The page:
Once you know what you’re entitled to, it’s time to figure out what you actually need.
People experience this disease in very different ways. You may feel completely wiped out and unable to work or, like CNN anchor Chris Cuomo, you may still feel like you’re able to do your job from home.
Your boss doesn’t know how you’re feeling, and Sarah Sheehan, founder and president of workplace coaching company Bravely, said she would remind an employee going through this that you’re in a position to clearly communicate your needs from the get-go. When you have this conversation, she said, “Have a game plan together for how you think this should be handled.”
If you feel like you’re okay to keep working remotely, “Talk through how you’re going to approach that,” said Sheehan. For example, “Maybe you’re going to take more breaks during the day. And then also have a game plan for what will happen if [you] get to a point where you don’t feel like you can work,” she added.
You don’t know how this will progress over the next few weeks, so lay out now what projects can be put on pause or whom you’ll transfer responsibilities to. If you’re a manager, you’ll also want to think about how to communicate this to your employees, what they can expect from you in the coming weeks, and what you’ll need from them.
If you feel comfortable, you can also talk about your emotional needs, and what support you might need there.
“I think that you have an opportunity here to be more vulnerable than you ever have before, and to share not just how you’re going to approach your work, but how you’re feeling,” said Sheehan. “Like if you have high levels of anxiety or stress associated with this, I think it’s completely appropriate for you to share that right now. I think sharing more actually helps to set expectations and can open up a larger dialogue.”
And if you need or just want to take the time to focus on your health, communicate how much time you think you’ll need and how you’ll communicate with the company on your health status and when you feel you’re ready to come back to work.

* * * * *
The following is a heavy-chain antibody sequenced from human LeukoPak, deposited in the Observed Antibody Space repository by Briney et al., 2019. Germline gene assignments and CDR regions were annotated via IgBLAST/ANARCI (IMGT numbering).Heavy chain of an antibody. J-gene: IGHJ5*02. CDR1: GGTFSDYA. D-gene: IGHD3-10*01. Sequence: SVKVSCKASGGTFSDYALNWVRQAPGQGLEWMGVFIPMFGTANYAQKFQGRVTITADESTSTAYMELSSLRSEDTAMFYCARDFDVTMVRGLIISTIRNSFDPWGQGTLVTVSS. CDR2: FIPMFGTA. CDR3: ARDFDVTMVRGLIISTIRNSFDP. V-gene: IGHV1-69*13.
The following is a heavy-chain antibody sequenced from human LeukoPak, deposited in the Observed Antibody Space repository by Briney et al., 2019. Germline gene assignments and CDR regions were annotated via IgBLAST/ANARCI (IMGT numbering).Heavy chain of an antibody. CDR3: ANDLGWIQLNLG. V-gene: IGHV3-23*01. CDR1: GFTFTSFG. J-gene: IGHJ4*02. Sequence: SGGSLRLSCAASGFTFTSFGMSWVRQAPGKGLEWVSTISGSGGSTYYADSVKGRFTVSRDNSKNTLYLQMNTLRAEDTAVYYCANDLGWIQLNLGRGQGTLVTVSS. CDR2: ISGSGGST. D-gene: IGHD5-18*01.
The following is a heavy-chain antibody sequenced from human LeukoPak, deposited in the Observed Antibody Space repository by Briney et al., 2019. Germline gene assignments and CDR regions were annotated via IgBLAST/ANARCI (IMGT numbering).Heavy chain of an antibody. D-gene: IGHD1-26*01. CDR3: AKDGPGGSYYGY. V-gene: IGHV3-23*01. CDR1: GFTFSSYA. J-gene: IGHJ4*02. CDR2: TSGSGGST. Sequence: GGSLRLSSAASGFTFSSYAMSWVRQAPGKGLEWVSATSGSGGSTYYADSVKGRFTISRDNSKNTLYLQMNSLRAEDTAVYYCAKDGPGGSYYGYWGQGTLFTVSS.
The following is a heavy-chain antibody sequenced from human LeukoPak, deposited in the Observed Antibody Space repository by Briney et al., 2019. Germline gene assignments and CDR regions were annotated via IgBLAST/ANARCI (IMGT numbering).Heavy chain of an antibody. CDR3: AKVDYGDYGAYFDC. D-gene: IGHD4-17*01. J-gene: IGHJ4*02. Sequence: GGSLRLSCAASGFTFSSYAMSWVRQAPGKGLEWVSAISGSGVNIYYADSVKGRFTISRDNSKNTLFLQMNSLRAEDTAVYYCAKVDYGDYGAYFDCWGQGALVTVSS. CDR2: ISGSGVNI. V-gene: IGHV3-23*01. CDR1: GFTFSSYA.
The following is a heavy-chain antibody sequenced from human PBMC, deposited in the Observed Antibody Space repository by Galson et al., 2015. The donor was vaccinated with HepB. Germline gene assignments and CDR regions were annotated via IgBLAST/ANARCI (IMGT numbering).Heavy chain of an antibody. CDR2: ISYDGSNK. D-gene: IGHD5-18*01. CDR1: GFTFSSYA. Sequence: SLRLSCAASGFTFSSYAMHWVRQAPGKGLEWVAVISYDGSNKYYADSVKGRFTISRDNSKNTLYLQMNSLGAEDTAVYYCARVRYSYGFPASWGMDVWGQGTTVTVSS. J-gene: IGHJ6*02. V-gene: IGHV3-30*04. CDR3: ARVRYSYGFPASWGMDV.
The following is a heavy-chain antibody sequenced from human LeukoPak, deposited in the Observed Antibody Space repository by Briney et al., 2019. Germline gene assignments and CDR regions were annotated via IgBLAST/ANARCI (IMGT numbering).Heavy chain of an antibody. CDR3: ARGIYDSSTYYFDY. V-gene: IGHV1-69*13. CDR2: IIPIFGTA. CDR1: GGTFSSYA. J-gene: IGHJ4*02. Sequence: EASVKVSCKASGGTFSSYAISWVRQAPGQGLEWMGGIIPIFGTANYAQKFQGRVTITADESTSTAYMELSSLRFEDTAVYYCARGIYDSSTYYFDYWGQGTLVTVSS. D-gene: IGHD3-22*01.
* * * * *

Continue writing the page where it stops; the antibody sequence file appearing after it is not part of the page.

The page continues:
Reach out to your manager (or HR, or whomever you feel most comfortable with)
One you have a rough plan in place, it’s time to rip the Band-Aid off and have the conversation — you’ll probably feel better once you do.
“When we’re in the midst of feeling like we don’t know what’s going to happen, we can quickly spiral into this place of worrying and our stress levels rise,” said Sheehan. “Focus on what you can control in the moment, like having these conversations, being proactive, and really communicating what you need.”
In terms of whether you should talk to your boss or HR first and whether you should do an email or a phone or video call, Sheehan suggested going with whatever’s most comfortable for you (considering you’re already under enough stress).
“I would say identify who you have the closest relationship with. If that’s someone in HR, then you should feel free to go to them, but typically it is your manager,” she said.
Then, you might open with an email along the lines of:
Unfortunately, I think I may have come down with COVID-19. I’m feeling [a quick description of how you’re doing] and, as of now, think I [will/will not] be able to work from home while I get through this.
I’m thinking my plan will be [outline your plan for getting your work done or the time off you think you’ll need and how you’ll pass off responsibilities], including:
- [action item 1]
- [action item 2]
- [action item 3]
I’ll let you know ASAP if my health status changes and we need to adjust.
Would be happy to hop on a call today to talk through this and finalize next steps. Also, please let me know if there’s anything I need to do from an HR standpoint.
What might HR need from you, you ask?
“Your employer cannot currently require a doctor’s note to prove you have tested positive for the coronavirus,” said Neal, considering testing is so hard to come by in many states. But they may ask if you’ve been around any other employees in the past few weeks so they can notify them that they may have been exposed.
“That said, there are privacy regulations in place that give diagnosed employees the option to control whether their name will be disclosed with affected employees,” she said.
Finally, once you agree on a plan, put it in writing — and don’t be afraid to communicate new needs as things progress.
“I’m someone that will try to be the hero in every situation. Like even if I’m sick I’ll say, ‘Well, I can still do X, Y, and Z,’ and now’s not the time to do that,” said Sheehan.
Take care of yourself and don’t be afraid to ask for what you need — we’re all going through a crazy time right now, and most companies will be more understanding than ever.